On February 28, 2023, the Senate Judiciary Committee hosted a hearing entitled, “The Equal Rights Amendment: How Congress Can Recognize Ratification and Enshrine Equality in Our Constitution.” Presiding Chair, Senator Dick Durban (D-IL), led the hearing and was followed by two rounds of panelists and a period of Q&A time with committee members. The hearing was packed with a room full of passionate ERA supporters.
The hearing highlighted the bipartisan measures taking place to ensure equal rights in the Constitution through the passage of the ERA as the 28th Amendment. With Virginia’s historic ratification of it in 2020, it became the 38th and final state required for its passage. Congress still has the hurdle of removing legal ambiguities with the arbitrary ratification deadline that was set in the original passage of the ERA in 1972. Those in proposal pointed out that Congress does have the power to push the ERA past the finish line: “Congress clearly has the constitutional authority to eliminate the deadlines it previously set for ratification of the ERA by 1979 and later 1982, and thus deadline-removal proposals are entirely proper and constitutional,” (Kathleen Sullivan). Those against the ratification of the Amendment argued that once Congress has proposed a constitutional amendment via Article V, its power under that Article ends; the fate thereafter rests with the States, which failed to do so by the ratification deadline of 1979.
Thursday Williams, a senior at Trinity College and Board Member of the ERA Coalition, said:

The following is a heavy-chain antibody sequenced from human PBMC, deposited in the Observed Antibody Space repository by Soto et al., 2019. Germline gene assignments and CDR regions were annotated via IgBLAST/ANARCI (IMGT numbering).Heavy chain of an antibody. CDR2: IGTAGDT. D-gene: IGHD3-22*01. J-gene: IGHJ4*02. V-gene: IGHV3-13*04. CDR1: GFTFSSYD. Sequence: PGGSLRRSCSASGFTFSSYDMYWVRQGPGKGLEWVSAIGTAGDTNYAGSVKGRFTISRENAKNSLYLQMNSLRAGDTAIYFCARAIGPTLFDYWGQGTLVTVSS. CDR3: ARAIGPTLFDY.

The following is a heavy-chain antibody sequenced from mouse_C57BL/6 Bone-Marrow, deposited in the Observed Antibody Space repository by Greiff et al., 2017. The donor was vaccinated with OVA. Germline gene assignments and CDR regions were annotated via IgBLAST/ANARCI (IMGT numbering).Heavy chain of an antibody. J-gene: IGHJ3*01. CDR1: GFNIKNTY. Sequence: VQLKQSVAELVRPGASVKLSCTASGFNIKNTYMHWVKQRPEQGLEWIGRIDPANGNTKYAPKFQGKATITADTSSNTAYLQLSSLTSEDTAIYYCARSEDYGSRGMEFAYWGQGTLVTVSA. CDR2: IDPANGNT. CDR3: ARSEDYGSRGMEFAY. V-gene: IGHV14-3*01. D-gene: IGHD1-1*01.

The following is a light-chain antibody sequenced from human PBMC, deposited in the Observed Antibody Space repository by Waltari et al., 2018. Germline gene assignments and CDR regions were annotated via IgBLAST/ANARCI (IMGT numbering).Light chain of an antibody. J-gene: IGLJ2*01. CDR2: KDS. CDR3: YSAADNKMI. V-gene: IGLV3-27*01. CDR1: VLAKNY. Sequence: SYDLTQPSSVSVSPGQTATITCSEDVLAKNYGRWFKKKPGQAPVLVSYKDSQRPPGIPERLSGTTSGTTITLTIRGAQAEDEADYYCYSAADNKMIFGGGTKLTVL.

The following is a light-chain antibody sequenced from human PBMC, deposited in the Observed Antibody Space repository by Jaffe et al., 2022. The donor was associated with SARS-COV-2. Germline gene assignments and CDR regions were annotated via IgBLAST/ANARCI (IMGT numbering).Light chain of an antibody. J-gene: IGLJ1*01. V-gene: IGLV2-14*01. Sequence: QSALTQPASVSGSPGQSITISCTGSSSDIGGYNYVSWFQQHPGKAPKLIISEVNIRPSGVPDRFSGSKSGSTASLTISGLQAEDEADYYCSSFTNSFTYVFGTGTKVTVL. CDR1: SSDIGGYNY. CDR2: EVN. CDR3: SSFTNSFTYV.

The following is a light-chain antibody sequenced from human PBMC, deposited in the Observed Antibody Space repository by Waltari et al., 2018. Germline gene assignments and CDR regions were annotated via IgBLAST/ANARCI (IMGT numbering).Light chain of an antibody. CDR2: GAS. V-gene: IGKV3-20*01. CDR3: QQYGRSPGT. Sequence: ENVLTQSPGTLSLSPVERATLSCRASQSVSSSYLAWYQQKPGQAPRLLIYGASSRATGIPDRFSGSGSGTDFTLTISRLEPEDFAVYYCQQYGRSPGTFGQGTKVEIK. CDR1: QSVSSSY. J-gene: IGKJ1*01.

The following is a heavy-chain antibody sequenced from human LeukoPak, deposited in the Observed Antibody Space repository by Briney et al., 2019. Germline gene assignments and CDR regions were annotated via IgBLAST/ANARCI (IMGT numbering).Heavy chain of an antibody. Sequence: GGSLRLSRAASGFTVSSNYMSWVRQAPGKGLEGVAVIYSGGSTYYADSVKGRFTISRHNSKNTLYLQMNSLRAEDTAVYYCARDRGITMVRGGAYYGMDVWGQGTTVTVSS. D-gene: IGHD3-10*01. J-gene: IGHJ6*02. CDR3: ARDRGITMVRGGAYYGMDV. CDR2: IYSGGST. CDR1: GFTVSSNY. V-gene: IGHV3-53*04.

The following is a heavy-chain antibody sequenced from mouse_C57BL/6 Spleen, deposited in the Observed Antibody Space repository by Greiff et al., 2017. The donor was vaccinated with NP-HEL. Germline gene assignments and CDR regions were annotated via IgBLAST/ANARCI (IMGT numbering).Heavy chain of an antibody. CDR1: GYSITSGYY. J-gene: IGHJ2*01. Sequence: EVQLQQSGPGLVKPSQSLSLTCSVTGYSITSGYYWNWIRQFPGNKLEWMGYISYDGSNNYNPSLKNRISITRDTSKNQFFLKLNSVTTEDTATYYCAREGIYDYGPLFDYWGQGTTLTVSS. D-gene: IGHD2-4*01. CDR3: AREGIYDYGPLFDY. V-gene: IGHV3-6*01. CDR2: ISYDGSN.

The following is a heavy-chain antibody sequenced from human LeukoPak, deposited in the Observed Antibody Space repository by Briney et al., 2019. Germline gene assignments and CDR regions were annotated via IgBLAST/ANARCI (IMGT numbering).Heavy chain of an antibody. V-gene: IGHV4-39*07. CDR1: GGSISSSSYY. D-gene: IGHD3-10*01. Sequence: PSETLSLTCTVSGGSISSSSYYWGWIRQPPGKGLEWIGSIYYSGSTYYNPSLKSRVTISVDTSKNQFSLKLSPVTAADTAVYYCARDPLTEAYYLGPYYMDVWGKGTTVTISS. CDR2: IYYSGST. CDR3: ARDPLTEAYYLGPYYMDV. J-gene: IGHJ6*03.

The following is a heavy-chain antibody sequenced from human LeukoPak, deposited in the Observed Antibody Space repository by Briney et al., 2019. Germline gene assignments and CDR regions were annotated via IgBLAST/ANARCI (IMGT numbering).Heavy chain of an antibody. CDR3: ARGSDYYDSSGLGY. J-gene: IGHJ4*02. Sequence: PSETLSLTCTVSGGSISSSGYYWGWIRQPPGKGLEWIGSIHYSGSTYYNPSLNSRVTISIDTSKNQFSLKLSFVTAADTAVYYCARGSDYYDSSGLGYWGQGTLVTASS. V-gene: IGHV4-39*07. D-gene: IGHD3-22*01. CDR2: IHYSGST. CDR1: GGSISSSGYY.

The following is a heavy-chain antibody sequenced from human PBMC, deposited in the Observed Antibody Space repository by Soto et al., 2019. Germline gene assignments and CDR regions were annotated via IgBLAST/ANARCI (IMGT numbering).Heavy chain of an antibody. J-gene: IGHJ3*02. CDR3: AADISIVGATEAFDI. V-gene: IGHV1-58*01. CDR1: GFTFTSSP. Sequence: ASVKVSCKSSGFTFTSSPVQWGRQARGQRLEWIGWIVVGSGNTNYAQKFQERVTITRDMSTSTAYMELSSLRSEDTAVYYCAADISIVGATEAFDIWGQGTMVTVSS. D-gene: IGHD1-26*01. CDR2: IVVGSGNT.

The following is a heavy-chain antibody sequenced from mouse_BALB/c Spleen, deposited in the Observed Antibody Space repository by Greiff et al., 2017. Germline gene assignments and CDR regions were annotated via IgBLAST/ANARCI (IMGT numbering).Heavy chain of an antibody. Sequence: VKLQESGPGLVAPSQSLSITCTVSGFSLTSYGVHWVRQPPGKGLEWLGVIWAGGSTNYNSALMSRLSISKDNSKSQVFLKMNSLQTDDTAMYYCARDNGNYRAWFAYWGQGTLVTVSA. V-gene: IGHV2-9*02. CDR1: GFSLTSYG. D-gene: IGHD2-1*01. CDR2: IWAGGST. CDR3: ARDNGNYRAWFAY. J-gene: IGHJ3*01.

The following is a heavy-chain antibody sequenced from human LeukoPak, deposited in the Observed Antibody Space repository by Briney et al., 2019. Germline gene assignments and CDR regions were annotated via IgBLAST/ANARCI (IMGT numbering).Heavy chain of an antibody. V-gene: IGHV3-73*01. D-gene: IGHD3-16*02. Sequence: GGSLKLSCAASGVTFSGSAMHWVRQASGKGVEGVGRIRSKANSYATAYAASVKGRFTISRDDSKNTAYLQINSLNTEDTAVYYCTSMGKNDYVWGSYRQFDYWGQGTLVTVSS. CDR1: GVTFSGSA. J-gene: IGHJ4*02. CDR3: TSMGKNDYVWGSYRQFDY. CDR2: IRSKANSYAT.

“During high school, I had the opportunity to perform in an award-winning Broadway play, What the Constitution Means to Me […] In my closing argument during one performance, I stopped mid-show, and just stood there crying my eyes out. Here I am defending a Constitution that at one point considered me three-fifths of a person, a Constitution that doesn’t explicitly recognize women in it, a Constitution that in 2023 still doesn’t explicitly state that I’m equal to a man. For the first time, it was clear to me that this document was not written for me. Nevertheless, I will continue to defend this Constitution and fight for my rightful place in it.”
Ultimately, the ERA is a vital tool for fighting against discrimination and pushing for equality. It is important that all perspectives of Americans are seen and represented in the Constitution. There is a future generation that cannot keep being disappointed, and there are children and youth across the country that are awaiting the day where there is true equality for all, regardless of their sex.
By Erin Weiss and Maya Benysh, Policy Interns